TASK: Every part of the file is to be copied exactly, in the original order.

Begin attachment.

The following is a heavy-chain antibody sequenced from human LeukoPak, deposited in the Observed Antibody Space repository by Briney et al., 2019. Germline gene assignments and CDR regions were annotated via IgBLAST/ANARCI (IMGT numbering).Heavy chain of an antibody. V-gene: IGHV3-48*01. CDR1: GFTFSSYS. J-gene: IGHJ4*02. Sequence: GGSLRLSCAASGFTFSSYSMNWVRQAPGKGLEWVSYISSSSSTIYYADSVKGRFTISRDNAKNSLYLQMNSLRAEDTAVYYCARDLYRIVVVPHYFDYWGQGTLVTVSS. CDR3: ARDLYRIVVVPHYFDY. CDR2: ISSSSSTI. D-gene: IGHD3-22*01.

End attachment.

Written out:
The following is a heavy-chain antibody sequenced from human LeukoPak, deposited in the Observed Antibody Space repository by Briney et al., 2019. Germline gene assignments and CDR regions were annotated via IgBLAST/ANARCI (IMGT numbering).Heavy chain of an antibody. V-gene: IGHV3-48*01. CDR1: GFTFSSYS. J-gene: IGHJ4*02. Sequence: GGSLRLSCAASGFTFSSYSMNWVRQAPGKGLEWVSYISSSSSTIYYADSVKGRFTISRDNAKNSLYLQMNSLRAEDTAVYYCARDLYRIVVVPHYFDYWGQGTLVTVSS. CDR3: ARDLYRIVVVPHYFDY. CDR2: ISSSSSTI. D-gene: IGHD3-22*01.